7.  We recall that most international medical graduates come to the UK in search of specific training needs and yet spend time in junior training posts providing service without having their educational needs met. In the Academy's view the UK has a responsibility to continue to provide these doctors with training in specific specialised areas, enabling many to return home with improved clinical skills and the ability to improve health care in their own countries.

  8.  The Academy also feels that it is important that medical graduates from outside the European Economic Area should be able to come to the UK for defined periods of training, in College approved posts, perhaps in rotation with a UK trainee going abroad on a planned exchange scheme. This would have major benefits for both the doctors involved and the countries they serve.


  9.  It is also clear that the design and implementation of MMC have served to stifle career and service enhancing opportunities, both in the UK and abroad, and the Academy strongly supports the more flexible approach to specialist training and employment envisaged by the Tooke Inquiry. Overall the Academy believes there is a case for looking more widely, to providing new opportunities in specific training, individual career development and service needs in different countries.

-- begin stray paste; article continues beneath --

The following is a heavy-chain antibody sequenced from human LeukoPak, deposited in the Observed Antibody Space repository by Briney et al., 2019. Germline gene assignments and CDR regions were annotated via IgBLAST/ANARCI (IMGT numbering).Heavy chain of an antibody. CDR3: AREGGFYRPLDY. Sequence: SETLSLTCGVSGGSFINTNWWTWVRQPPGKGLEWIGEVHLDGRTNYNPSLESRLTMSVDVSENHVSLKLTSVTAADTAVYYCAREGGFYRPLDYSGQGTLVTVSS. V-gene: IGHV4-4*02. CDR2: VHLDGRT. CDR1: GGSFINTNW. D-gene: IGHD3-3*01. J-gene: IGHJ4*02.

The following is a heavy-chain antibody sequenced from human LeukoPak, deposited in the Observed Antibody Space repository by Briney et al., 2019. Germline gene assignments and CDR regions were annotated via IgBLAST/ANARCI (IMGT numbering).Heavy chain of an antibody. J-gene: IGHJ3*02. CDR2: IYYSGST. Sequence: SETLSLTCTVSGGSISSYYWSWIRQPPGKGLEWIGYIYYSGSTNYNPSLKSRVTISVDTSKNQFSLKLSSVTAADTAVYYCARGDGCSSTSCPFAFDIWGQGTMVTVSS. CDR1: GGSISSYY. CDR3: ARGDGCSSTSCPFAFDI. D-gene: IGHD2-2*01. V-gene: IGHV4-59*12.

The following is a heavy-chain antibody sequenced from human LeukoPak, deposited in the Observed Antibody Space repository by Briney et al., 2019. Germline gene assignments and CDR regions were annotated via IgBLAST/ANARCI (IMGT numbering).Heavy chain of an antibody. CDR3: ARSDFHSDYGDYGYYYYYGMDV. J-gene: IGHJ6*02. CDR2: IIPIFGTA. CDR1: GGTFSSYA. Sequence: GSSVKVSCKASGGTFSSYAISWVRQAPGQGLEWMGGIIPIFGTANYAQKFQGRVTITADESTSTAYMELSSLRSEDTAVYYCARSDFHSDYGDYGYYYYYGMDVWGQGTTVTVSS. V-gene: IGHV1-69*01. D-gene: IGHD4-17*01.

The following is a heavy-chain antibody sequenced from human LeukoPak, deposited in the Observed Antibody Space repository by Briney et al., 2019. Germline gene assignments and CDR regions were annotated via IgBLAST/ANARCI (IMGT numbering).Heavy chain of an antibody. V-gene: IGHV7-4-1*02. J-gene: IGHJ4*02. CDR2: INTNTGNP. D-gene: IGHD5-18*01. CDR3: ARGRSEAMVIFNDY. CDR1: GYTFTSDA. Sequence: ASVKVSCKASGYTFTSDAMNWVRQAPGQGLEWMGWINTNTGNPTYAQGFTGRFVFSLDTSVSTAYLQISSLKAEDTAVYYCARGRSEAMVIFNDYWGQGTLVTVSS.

10.  The Academy has drawn attention to the problems of specialties that have depended on recruitment of trainees from other countries to fill vacancies. Although it is to be expected that with current pressures the requirement to recruit from international medical graduates will lessen with time, the Academy recognises the challenges that a number of specialties face.